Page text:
Our paper “Aggressive hosts are undeterred by a cuckoo’s hawk mimicry, but probably make good foster parents” has just been published in the journal Proceedings of the Royal Society B. This research was led by Mairenn Attwood, and carried out together with Jess Lund, Chima Nwaogu, Collins Moya and Claire Spottiswoode. We investigated the costs and benefits to the African cuckoo of specializing on a highly aggressive host species, the fork-tailed drongo.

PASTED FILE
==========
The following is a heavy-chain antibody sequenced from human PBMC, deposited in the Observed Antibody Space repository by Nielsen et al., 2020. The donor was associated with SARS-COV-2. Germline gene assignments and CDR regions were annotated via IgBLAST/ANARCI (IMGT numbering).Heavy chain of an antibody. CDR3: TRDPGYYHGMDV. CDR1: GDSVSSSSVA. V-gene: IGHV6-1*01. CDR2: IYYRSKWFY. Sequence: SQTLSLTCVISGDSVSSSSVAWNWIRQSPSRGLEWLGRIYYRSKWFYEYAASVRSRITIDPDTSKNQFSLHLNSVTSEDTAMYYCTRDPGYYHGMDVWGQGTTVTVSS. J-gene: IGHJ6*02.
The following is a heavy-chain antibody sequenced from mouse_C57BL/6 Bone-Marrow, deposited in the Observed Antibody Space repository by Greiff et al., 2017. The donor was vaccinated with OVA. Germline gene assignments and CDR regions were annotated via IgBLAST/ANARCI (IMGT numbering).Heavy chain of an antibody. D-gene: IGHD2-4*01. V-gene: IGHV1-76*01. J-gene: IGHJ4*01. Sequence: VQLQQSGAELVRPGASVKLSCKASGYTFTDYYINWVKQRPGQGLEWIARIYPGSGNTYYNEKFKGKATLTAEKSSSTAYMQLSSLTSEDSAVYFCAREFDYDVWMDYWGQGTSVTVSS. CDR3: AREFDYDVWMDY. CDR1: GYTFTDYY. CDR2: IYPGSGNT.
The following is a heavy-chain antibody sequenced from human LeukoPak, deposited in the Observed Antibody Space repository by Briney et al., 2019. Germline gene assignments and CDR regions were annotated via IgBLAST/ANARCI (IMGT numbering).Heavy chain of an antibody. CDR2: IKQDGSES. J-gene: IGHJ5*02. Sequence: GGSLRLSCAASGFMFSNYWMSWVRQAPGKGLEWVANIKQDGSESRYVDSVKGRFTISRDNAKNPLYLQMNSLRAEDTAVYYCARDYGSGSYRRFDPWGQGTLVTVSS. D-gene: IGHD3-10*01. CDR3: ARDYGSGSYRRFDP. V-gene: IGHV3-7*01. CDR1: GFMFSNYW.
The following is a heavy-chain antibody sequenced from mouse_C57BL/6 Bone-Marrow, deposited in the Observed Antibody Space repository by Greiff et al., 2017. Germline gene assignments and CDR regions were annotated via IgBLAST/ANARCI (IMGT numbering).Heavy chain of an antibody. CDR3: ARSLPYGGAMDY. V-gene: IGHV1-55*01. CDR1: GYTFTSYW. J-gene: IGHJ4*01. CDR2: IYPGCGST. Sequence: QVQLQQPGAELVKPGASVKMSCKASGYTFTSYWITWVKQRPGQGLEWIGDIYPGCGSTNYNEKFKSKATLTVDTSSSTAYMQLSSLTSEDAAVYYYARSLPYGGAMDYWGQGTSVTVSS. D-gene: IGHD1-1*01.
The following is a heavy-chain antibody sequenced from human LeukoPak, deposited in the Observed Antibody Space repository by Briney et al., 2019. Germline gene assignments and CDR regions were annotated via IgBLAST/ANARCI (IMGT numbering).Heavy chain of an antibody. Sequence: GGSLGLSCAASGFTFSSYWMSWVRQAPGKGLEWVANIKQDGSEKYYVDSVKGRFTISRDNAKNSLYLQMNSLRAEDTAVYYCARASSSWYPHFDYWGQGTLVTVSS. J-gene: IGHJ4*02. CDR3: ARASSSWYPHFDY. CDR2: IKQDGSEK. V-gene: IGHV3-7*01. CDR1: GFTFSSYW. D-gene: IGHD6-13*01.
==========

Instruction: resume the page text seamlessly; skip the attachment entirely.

We used field experiments to test the effectiveness of hawk mimicry by African cuckoos when attacking host nests, alongside survival analysis of the same host nests.We showed for the first time that aggression can exacerbate the trade-off a parasite faces in choosing which host species to parasitise. Drongo aggression undermined the effectiveness of hawk mimicry. However, drongo nest survival was high relative to other potential host species with similar nesting ecology, suggesting that successful parasites secure high-quality care for their offspring.